The secret to successful investing lies in your feminine side

Our image of the canny investor may be a pin-stripe-wearing, testosterone-fueled, ruthless risk-taker. However, it is in serious danger of being overtaken by those of a more feminine nature.

One of the largest studies of investment activity, conducted at the University of California in 2001, found that men trade 45% more often than women. However, their average risk-adjusted return was 1.4% lower. Another major study by DigitalLook found that women’s portfolios rose by 3% more than the FTSE in the year to 31 July 2004, while men’s portfolios lagged by 1%.

Since then, evidence of women’s advantage in the investment markets has steadily grown. Now psychologists can identify the character traits that make up a winning investor. They also identify the traits that explain why more men count their losses in the markets.

What are these attributes that put one above the other? Women’s better investment performance can be attributed to the simple fact that they:

  • More carefully

Women’s portfolios are more balanced and diverse. They also choose lower risk, less fashionable options.

  • Less competitive

Women invest less of their ego in the transaction. They have less motivation to prove their financial ability to others or get a thrill out of it.

  • More consistently

Women have been shown to maintain a less volatile portfolio than men. They are also better at tuning in to “information” that others may overreact to and avoiding the ups and downs of markets.

  • More patient

They deal with fewer funds, trade less frequently and hold investments longer. Research by Barber and Odin (2000) and Carhart (1997) found that those who trade the most often make the least profits. This applies to both individuals and mutual funds.

  • The best researchers

Although women are generally less sophisticated investors than men, they will research more thoroughly and rely less on the herd.

Of course, these aspects of the female psyche also make women more conservative investors than men. And so they may not reap the stratospheric profits (or make the mega-hits) that men do. But by investing in funds that perform consistently well over time, women’s net returns are higher. And isn’t that what matters in the end?

Of course, many men have what it takes to make them first class investors. But their winning traits may not be conventionally masculine. Truly top male investors may be more in touch with their feminine side than we think.

Besides a lack of estrogen and fewer handbags, what else separates the winners from the losers? There are three key psychological traits that can trip men up every time when it comes to making smart investment decisions.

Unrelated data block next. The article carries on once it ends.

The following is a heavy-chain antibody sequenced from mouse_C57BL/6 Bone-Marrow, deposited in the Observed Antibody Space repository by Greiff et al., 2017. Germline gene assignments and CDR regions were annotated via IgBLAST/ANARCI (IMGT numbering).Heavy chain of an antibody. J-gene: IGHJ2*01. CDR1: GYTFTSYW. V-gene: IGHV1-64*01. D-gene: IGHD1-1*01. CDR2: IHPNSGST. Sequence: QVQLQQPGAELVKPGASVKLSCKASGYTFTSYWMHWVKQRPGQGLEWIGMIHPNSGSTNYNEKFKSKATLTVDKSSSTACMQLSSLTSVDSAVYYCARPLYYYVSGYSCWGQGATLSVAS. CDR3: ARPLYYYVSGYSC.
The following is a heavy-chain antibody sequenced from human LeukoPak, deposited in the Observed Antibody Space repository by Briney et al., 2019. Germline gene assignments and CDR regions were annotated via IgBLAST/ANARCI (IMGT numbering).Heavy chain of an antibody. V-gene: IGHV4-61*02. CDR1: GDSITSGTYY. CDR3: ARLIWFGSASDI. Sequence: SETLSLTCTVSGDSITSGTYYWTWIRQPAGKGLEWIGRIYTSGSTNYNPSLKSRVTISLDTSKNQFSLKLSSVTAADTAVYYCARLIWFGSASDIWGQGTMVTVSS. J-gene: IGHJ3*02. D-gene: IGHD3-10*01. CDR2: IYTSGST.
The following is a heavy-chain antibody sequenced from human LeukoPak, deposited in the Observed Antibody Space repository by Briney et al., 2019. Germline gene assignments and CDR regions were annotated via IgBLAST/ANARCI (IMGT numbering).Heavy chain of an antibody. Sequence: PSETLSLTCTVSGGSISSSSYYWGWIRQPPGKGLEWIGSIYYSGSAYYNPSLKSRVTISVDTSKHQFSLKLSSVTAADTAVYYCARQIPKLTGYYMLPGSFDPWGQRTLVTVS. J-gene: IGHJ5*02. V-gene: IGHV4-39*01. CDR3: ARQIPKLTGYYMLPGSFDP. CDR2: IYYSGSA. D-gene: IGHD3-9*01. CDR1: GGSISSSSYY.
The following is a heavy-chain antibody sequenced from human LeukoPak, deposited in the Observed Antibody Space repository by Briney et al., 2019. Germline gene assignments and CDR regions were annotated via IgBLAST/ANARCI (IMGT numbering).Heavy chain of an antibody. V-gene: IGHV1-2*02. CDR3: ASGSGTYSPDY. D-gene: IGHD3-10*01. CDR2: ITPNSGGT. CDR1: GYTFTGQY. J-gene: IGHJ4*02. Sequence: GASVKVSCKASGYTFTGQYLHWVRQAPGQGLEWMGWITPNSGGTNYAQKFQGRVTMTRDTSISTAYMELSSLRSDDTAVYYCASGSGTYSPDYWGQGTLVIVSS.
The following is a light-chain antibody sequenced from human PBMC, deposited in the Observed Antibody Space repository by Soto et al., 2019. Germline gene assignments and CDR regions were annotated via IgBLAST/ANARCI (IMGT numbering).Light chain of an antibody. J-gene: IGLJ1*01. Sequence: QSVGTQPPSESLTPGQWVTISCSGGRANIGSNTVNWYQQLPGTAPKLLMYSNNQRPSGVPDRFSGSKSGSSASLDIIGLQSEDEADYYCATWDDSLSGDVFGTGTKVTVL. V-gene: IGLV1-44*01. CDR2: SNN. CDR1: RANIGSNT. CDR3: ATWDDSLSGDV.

These are:

  • Attitude to risk

Men are less risk averse than women and will support portfolios that are more uncertain. They are more likely to put all their eggs in one basket instead of choosing a safer and more diversified portfolio. Men’s higher wages and greater wealth also make it easier for them to take more risks than women. An American study by Wang in 1994 also found that advisers who expected women to be risk-averse were more likely to suggest safer options than men.

  • Overconfidence

Studies show that overconfidence is more common in men than in women. And this is especially true in male-dominated fields like finance. They overestimate the returns their investments will bring and the certainty of returns. They also have a false overconfidence in the accuracy of their own knowledge and overestimate their abilities. In the Gallup study, both men and women expected their portfolios to outperform the market, but men expected their portfolios to outperform by a greater margin.

  • Herd instinct

Constant monitoring of the market can encourage men to be overactive and make them act irrationally. Men are more likely to be involved in financial follow-the-leader games and information cascades. They also commit the sin of being too well informed, instead of turning off the endless stream of news and financial information and sticking to the annual portfolio review.

Despite the fact that women have more innate skills that could bring them the most profit, unfortunately, few of them participate in the game. Male investors outnumber female investors 8:1, and only 3% of hedge funds are led by women. Simone Gnessen, who owns Wise Monkey Financial Coaching and has a predominantly female clientele, says women could borrow some of this male overconfidence. “Many women have exactly what it takes to reach dizzying financial heights,” she commented, “the only thing holding them back is the awareness of who they are and what they are doing.”

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